Monday, August 10, 2015
MMGM: The Girl in the Torch by Robert Sharenow
ABOUT THE BOOK
The Invention of Hugo Cabret meets True Grit in this heartfelt novel of resilience, hope, and discovering a family where you least expect it, from award-winning author Robert Sharenow.
At the dawn of the twentieth century, thousands of immigrants are arriving in the promised land of New York City. Twelve-year-old Sarah has always dreamed of America, a land of freedom and possibility. In her small village she stares at a postcard of the Statue of Liberty and imagines the Lady beckoning to her. When Sarah and her mother finally journey across the Atlantic, though, tragedy strikes—and Sarah finds herself being sent back before she even sets foot in the country.
Yet just as Sarah is ushered onto the boat that will send her away from the land of her dreams, she makes a life-or-death decision. She daringly jumps off the back of the boat and swims as hard as she can toward the Lady's island and a new life.
Her leap of faith leads her to an unbelievable hiding place: the Statue of Liberty itself. Now Sarah must find a way to Manhattan while avoiding the night watchman and scavenging enough food to survive. When a surprising ally helps bring her to the city, Sarah finds herself facing new dangers and a life on her own. Will she ever find a true home in America?
ABOUT THE AUTHOR
Robert Sharenow lives two dramatically distinct lives. He is a gifted author who has won the admiration of critics and readers with his captivating historical novels for young adults. He is also an Emmy award-winning television producer and is the Executive Vice President and General Manager of Lifetime and A&E Network. His debut novel, My Mother the Cheerleader, was named one of the "Best Books of the Year" by the American Library Association, School Library Journal and the New York Public Library and his second novel, The Berlin Boxing Club, received the Sydney Taylor Book Award and was a finalist for the Walden Award. A starred review mainstay, Sharenow's novels have been hailed as "compelling" (Kirkus Reviews), "masterful" Publishers Weekly), "Well-drawn, complex...(and) gripping" (School Library Journal).
The idea of a girl living in the Statue of Liberty intrigued me from the moment I first read about it. I was grateful to obtain a copy of the book and I'd glad to have read it. Sarah is the kind of character that I love to root for, who digs deep inside herself to find a way to survive in America on her own. I found it interesting that Sarah's country of origin isn't ever mentioned but then again it doesn't really need to be, many countries have mistreated their own citizens for a variety of different reasons. Sharenow explains at the end of the book exactly why he chose to write the book that way (he wanted to share a more universal story) before deciding to base Sarah's experiences on those of his own ancestors. The story reads surprisingly quickly. Historical fiction can be a tricky thing to write because the author has to balance the needs of the story and characters with the historical reality. I appreciated Sharenow's explanation at the end where he shares the facts that he changed a bit to fit the needs of the story.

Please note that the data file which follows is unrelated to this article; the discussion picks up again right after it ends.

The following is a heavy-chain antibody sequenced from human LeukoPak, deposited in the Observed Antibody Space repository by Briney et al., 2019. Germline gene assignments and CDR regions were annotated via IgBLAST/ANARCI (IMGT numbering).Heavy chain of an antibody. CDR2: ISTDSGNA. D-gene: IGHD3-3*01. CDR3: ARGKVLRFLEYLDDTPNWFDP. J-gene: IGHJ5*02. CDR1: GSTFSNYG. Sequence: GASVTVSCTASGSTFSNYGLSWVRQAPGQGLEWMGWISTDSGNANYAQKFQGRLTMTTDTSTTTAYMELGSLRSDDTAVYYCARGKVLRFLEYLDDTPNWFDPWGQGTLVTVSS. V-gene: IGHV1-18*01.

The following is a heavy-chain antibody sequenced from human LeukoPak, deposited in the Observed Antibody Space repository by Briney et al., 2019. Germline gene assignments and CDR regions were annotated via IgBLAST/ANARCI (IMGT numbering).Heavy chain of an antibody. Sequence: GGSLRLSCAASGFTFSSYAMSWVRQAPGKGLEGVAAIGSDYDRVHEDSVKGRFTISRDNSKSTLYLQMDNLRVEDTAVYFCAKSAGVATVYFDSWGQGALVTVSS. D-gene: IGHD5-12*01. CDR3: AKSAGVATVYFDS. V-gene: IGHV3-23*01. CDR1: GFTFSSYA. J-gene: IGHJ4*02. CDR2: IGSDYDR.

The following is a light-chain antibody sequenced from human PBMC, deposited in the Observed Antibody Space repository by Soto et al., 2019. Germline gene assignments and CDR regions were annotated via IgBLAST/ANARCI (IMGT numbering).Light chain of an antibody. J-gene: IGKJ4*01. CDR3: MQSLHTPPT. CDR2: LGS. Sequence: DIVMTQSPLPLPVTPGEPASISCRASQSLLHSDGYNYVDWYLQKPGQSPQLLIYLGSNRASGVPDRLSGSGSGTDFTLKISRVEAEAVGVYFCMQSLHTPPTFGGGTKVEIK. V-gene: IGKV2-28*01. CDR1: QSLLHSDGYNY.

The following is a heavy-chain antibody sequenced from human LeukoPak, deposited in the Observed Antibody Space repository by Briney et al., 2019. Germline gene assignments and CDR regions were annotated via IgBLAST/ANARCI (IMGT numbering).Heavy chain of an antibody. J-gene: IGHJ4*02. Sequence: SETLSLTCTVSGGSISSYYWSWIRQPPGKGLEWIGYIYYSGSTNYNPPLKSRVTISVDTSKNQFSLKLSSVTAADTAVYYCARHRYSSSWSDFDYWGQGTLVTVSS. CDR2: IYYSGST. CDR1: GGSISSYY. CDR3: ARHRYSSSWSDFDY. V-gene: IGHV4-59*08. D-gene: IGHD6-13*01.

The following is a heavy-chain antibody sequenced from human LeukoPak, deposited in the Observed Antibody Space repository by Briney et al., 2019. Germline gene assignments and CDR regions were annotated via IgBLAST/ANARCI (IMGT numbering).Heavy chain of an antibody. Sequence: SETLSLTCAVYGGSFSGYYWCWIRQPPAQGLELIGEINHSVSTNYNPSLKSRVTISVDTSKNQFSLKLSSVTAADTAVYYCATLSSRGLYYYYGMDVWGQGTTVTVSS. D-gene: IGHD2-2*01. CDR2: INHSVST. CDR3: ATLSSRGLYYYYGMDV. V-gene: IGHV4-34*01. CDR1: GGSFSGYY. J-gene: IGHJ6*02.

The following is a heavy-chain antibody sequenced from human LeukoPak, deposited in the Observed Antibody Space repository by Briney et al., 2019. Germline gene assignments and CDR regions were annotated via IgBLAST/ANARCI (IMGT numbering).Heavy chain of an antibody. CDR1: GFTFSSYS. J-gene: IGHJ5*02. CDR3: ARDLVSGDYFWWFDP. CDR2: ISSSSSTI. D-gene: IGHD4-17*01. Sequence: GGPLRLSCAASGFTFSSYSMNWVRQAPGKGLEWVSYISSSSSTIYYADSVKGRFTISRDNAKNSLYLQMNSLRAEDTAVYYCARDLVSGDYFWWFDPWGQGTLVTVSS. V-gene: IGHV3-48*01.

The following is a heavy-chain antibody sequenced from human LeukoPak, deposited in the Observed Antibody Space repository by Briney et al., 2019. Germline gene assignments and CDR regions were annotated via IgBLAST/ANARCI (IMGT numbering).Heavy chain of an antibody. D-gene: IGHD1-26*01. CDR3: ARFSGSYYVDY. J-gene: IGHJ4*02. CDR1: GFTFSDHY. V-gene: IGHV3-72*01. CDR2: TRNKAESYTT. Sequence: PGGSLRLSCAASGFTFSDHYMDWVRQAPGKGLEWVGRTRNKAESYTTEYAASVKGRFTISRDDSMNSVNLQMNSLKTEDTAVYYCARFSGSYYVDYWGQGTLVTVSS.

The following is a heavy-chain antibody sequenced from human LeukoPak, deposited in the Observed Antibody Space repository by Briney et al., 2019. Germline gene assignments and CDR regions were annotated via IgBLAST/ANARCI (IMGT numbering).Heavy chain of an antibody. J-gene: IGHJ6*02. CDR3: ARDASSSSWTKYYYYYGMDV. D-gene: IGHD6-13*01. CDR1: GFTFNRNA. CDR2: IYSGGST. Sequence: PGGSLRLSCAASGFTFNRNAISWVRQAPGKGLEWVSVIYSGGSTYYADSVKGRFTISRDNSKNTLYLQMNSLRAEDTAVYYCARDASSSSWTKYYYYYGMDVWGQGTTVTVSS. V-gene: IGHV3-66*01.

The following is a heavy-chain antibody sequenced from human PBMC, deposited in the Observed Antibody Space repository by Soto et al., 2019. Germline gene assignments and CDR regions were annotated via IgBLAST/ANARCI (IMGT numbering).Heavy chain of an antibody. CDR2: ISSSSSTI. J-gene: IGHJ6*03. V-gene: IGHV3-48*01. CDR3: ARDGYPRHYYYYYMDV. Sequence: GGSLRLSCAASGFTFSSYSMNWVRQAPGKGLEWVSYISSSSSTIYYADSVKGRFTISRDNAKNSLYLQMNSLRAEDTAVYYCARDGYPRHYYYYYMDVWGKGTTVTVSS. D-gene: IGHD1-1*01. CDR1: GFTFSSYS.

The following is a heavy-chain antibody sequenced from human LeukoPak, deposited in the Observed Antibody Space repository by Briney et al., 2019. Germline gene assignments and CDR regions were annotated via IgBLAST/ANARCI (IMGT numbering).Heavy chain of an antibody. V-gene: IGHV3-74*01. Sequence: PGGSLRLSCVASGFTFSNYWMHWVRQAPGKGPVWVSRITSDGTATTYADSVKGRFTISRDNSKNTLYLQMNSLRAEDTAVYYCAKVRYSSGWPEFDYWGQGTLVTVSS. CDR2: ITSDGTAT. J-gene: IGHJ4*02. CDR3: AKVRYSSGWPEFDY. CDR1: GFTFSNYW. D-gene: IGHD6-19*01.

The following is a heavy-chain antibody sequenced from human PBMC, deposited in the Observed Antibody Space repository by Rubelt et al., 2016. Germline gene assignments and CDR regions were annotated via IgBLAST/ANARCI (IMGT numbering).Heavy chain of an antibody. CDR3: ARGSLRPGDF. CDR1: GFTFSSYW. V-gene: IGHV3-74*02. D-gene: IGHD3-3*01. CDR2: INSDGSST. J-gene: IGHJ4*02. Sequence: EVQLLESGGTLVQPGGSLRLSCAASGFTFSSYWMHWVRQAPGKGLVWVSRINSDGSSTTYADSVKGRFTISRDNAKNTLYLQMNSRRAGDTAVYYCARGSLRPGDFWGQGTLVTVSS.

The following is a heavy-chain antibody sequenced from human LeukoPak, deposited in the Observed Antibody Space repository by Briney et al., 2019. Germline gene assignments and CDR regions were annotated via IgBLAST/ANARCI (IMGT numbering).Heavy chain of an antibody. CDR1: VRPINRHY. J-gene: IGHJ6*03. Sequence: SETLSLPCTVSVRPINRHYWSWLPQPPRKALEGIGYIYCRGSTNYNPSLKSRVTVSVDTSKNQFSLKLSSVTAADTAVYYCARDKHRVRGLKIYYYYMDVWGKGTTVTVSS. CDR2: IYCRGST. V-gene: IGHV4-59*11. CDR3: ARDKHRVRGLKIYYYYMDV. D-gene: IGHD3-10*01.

Sarah's resourcefulness is what really makes the story, but I also thoroughly enjoyed the other elements that are intertwined with the stories. Themes of survival, bigotry, courage, and honesty all blend beautifully in this story of a young immigrant girl whose dream of settling in the United States takes a heart-wrenching turn when her mother dies at Ellis Island and she is to be sent to live with a difficult uncle. Sarah jumps off the ship and swims to Lady Liberty where she sleeps in the crown until the night guard discovers her. The glimpse of New York that Sharenow gives the reader offers a look at how life has varied greatly for those coming to America and that the American Dream doesn't just jump into one's lap. A quality historical fiction that gives a thoughtful picture of a particular time and place.